Copilot is a realtime programming language and Runtime Verification framework. It allows users to write concise programs in a simple but powerful way using a stream-based approach.

Programs can be interpreted for testing, or translated C99 code to be incorporated in a project, or as a standalone application. The C99 backend ensures us that the output is constant in memory and time, making it suitable for systems with hard realtime requirements.

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-- Raw temperature from sensor, range -50.0C to 100.0C.
temp :: Stream Word8
temp = extern "temperature" Nothing

-- Transform the temperature to Celsius.
ctemp :: Stream Float
ctemp = (unsafeCast temp) * (150.0 / 255.0) - 50.0

-- Bind two triggers with a 3.0C hysteresis.
spec = do
  trigger "heaton"  (ctemp < 18.0) [arg ctemp]
  trigger "heatoff" (ctemp > 21.0) [arg ctemp]


Release 3.3 – 2021-05-14

We are pleased to announce the release of Copilot 3.3, a stream-based DSL for writing and monitoring embedded C programs, with an emphasis on correctness and hard realtime requirements. Copilot is typically used as a high-level runtime verification framework, and supports temporal logic (LTL, PTLTL and MTL), clocks and voting algorithms.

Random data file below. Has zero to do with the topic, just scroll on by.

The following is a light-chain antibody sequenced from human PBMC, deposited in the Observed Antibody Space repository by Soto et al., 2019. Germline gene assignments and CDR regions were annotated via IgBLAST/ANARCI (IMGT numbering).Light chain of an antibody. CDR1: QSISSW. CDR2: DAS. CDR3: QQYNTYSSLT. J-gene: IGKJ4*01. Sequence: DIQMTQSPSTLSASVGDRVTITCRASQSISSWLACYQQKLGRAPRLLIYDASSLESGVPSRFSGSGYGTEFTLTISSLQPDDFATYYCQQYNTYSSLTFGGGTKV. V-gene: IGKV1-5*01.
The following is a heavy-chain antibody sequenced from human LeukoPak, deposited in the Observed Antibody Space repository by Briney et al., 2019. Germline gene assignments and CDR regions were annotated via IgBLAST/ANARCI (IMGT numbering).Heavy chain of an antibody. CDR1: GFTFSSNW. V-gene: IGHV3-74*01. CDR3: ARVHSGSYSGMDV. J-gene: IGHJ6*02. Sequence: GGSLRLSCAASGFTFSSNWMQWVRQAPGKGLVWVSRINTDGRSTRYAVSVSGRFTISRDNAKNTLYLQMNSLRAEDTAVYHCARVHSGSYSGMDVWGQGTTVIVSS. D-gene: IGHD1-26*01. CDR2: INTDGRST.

Among others, Copilot has been used at the Safety Critical Avionics Systems Branch of NASA Langley Research Center for monitoring test flights of drones.

This new release introduces a number of bug fixes and deprecates functions that have been superseded. Additionally, our main Copilot repository will now include also all the libraries that accompany the Copilot framework, and all development will take place under that same repository.

Current emphasis is on facilitating the use with other systems, and improving the codebase in terms of stability and test coverage. Users are encouraged to participate by opening issues and asking questions via our github repo.


Copilot is distributed under the BSD-3-Clause licence, which can be found here.


We are grateful for NASA Contract NNL08AD13T to Galois, Inc. and the National Institute of Aerospace, which partially supported this work.

Additionally NASA Langley contracts 80LARC17C0004 and NNL09AA00A supported further development of Copilot.

We would like to thank Kaveh Darafsheh (NASA Langley Research Center) for his help with testing Copilot. In addition numerous people have helped with smaller things, reporting bugs etc. Thanks to all of them!